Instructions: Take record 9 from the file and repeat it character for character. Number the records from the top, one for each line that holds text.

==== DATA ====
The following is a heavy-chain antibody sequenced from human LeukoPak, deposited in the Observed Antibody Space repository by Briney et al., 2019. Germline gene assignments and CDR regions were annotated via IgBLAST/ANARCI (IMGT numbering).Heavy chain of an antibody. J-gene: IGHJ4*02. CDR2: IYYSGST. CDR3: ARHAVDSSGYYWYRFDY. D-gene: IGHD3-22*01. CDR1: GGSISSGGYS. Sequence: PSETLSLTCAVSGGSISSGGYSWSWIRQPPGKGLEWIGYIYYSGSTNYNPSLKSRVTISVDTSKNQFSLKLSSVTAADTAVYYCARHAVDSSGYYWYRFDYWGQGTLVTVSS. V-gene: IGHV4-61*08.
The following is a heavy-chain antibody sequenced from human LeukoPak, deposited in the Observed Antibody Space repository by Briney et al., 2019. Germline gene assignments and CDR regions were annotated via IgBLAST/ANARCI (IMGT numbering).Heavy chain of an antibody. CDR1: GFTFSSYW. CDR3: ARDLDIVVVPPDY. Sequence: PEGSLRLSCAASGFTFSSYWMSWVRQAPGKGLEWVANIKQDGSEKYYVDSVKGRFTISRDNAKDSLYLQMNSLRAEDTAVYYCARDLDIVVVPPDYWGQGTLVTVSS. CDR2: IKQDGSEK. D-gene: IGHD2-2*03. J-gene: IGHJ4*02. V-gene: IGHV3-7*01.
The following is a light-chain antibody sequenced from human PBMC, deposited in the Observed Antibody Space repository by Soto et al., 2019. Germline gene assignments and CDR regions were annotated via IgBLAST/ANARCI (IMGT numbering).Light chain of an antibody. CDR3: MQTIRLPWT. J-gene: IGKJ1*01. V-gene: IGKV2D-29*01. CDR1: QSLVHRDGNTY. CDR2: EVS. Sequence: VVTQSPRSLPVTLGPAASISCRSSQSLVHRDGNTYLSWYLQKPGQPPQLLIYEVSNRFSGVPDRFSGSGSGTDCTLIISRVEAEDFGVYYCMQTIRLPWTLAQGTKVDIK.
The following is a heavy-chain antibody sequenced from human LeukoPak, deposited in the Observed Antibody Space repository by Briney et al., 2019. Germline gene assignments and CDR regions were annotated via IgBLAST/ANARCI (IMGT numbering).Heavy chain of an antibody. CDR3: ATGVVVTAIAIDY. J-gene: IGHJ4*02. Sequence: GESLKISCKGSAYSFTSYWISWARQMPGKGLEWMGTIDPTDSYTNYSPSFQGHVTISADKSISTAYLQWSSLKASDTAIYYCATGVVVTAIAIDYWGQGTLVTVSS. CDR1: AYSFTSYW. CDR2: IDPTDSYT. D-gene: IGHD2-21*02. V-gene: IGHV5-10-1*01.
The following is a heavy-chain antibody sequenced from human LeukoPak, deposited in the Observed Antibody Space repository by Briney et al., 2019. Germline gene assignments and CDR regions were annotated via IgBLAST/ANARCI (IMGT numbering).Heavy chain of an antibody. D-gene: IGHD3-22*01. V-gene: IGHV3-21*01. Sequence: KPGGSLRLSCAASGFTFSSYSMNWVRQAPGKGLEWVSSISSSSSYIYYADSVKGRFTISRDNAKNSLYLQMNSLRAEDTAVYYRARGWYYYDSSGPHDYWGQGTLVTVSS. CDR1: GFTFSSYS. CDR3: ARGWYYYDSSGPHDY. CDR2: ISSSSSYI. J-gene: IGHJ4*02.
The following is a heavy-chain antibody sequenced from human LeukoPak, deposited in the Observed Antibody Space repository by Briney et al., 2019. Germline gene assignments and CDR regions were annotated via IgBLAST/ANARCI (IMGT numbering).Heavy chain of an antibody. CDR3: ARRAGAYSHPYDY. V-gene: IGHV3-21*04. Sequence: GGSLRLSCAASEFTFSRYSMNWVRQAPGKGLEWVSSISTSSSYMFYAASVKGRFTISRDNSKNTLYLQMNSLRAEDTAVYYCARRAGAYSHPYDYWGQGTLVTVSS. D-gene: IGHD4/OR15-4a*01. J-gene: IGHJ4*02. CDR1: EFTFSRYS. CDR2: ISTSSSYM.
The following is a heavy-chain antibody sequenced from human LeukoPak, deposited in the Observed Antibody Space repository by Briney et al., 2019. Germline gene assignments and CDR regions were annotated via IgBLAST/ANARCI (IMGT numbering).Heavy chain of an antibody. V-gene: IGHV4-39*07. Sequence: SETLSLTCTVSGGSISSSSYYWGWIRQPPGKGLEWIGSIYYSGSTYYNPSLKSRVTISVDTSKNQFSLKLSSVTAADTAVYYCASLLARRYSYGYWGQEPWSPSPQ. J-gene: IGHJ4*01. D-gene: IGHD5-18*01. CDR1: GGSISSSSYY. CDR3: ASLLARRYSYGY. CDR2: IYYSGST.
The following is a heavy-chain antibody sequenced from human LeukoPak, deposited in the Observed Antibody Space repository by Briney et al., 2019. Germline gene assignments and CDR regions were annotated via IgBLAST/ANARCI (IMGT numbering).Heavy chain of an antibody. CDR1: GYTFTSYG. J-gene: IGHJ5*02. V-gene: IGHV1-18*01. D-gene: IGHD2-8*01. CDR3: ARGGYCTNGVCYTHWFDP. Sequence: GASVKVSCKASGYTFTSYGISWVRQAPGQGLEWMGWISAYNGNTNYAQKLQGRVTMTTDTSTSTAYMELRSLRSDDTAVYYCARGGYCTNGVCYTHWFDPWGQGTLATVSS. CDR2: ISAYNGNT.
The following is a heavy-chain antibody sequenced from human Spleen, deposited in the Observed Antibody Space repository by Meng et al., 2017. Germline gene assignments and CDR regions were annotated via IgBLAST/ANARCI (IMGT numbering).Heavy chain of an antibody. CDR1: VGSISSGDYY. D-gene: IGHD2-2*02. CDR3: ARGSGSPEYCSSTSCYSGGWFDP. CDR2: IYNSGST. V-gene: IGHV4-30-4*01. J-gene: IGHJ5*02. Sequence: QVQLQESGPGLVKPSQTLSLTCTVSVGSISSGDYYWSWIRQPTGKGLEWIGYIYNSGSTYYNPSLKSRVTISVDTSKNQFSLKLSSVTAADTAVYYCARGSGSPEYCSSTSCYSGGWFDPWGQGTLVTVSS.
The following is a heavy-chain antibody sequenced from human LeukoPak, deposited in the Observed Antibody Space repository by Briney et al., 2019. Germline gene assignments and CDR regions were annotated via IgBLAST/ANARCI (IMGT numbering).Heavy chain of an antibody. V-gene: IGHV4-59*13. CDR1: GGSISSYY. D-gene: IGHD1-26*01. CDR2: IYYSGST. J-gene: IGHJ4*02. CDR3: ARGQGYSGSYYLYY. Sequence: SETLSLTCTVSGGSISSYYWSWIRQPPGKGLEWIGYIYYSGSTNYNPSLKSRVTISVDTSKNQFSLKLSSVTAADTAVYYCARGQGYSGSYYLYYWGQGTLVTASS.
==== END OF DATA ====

The following is a heavy-chain antibody sequenced from human Spleen, deposited in the Observed Antibody Space repository by Meng et al., 2017. Germline gene assignments and CDR regions were annotated via IgBLAST/ANARCI (IMGT numbering).Heavy chain of an antibody. CDR1: VGSISSGDYY. D-gene: IGHD2-2*02. CDR3: ARGSGSPEYCSSTSCYSGGWFDP. CDR2: IYNSGST. V-gene: IGHV4-30-4*01. J-gene: IGHJ5*02. Sequence: QVQLQESGPGLVKPSQTLSLTCTVSVGSISSGDYYWSWIRQPTGKGLEWIGYIYNSGSTYYNPSLKSRVTISVDTSKNQFSLKLSSVTAADTAVYYCARGSGSPEYCSSTSCYSGGWFDPWGQGTLVTVSS.